But, as McKinsey has learned, the pulse survey doesn’t just happen. Such an approach requires robust data management and IT systems, analytical expertise, and leaders’ time and attention.
Technical and data capabilities
Transforming survey data into insights that leaders can use requires close partnerships among data engineers, data scientists, analysts, translators, and the leaders themselves. Indeed, behind the pulse survey instrument is a diverse set of data sources (behavioral data, digital exhaust,1 and demographic data) and a team made up of engineers who can combine these data sets quickly and seamlessly. They use advanced analytics, including natural-language processing, to glean insights from integrated and unstructured data sets.
Critical to this team are analytics translators who work closely with McKinsey leaders to shape pulse survey questions, interpret the resulting data, and provide recommendations. This translator role, while relatively new in many organizations, is important for securing the success of a continuous-listening strategy. Individuals in these roles must be able to navigate complex organizational dynamics and serve as the liaisons between the analytics team and the business at large. The translators must ensure alignment among all relevant stakeholders. They must be able to synthesize the wealth of data generated and develop compelling, data-driven narratives that can highlight for business leaders any clear concerns or opportunities.
In response to demand from managers, the people analytics team built a self-service portal through which pulse-survey-driven reports can be filtered by date, population, and other characteristics. The portal also allows users to compare the reports with longitudinal data to guide real-time decisions (Exhibit 3).
Demonstrating the impact of continuous listening
The measure of success with any continuous-listening strategy is its relative impact on the decisions that leaders and employees need to make. Several core themes relating to employees’ personal and professional lives have emerged from the findings from McKinsey’s pulse survey.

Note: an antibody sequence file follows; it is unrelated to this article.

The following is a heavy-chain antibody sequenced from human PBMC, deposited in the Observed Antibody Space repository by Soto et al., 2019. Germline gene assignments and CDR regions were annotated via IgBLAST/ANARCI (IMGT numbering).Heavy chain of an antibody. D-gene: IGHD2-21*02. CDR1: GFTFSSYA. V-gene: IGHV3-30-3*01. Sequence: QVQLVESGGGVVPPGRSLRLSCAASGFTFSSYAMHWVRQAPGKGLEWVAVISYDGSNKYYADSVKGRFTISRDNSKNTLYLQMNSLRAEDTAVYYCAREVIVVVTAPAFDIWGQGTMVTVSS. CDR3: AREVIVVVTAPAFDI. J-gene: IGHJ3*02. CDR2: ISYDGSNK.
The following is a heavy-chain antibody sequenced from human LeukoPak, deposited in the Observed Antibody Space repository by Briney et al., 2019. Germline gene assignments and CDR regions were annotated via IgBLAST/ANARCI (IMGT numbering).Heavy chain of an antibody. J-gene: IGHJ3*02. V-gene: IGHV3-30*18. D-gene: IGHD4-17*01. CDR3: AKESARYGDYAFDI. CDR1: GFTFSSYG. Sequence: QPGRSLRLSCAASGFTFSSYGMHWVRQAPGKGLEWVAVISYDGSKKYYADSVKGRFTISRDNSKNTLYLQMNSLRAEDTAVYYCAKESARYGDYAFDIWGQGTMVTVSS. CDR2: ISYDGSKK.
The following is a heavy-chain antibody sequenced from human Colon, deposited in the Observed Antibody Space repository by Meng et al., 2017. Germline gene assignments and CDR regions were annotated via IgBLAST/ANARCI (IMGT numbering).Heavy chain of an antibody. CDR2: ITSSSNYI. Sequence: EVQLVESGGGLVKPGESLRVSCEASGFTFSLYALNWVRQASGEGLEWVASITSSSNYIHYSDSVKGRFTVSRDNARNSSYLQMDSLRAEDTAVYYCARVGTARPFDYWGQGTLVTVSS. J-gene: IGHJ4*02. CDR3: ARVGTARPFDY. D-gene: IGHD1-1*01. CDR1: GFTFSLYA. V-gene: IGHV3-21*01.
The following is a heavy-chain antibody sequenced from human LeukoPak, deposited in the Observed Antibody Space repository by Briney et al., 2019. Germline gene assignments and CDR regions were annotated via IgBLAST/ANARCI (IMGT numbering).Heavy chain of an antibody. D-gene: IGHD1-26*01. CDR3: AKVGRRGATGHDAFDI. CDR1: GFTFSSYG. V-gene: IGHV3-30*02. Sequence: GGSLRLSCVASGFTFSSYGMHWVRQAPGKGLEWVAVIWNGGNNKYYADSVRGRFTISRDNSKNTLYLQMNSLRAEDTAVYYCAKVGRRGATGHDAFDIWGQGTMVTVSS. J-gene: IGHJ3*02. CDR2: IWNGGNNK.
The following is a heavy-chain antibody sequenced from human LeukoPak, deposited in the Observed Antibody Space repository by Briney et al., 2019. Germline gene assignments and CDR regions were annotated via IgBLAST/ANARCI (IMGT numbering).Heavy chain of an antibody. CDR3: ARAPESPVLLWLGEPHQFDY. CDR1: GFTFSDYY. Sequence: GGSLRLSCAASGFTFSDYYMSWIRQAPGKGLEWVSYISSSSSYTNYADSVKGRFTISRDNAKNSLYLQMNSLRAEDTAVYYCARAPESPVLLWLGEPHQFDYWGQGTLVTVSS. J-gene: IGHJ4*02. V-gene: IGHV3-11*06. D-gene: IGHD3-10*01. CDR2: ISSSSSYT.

Through the pulse surveys, the people analytics team has gained a clearer view of how different colleagues were experiencing working at McKinsey. While most consultants and employees have reported high satisfaction with their roles, enthusiasm about their work and the organization, and sustainable lifestyles, others have shared their need for support. Managers wanted to address these needs in real-time. Through the self-service tool, they were able to do just that.
Managers can use the portal to track the sentiment of colleagues within their teams and subgroups and quickly address any changes. Further, as analytics translators recognize significant changes in the pulse survey data, they can deliver these insights to senior leaders through weekly reports. With these insights, leaders have been able to explore and introduce new ways of working and guidelines to address the needs of those colleagues with lower levels of satisfaction, enthusiasm, and work–life balance.
To offer leaders and managers more of a team-level perspective on the employee experience, the people analytics team rolled out a manager alert capability. It combines pulse survey results and other employee data to identify issues that certain teams and groups may be experiencing—for instance, concerns about overly long working hours and a lack of opportunities to connect as a team.
Every two weeks, leaders and managers receive alerts that include an overview of these potential concerns, as well as the specific teams and groups that may be experiencing them. Leaders and managers are using the alert tool to identify emerging challenges before they turn into deeper issues, facilitate more constructive team conversations, and guide teams toward more sustainable norms and practices (Exhibit 4).
Connectivity and remote work
Toward the end of 2020, McKinsey, like other companies, sought to identify an optimal model for returning to the office. Initial data from the pulse survey showed that only a subset of employees—mostly new joiners and more junior employees—reported excitement for returning to a fully in-person model. Many colleagues expressed a preference for a hybrid model that would address their needs for development, connectivity, collaboration, and flexibility, as well as heads-down, focused work time.
The team analyzed colleagues’ contexts, needs, and preferences to develop collaboration archetypes. Through this work, it gained several critical insights—for instance, how much time colleagues should spend in person, which activities might be most impactful while colleagues are together, and how best to motivate colleagues to shift to an optimal model, taking into account the needs of each community.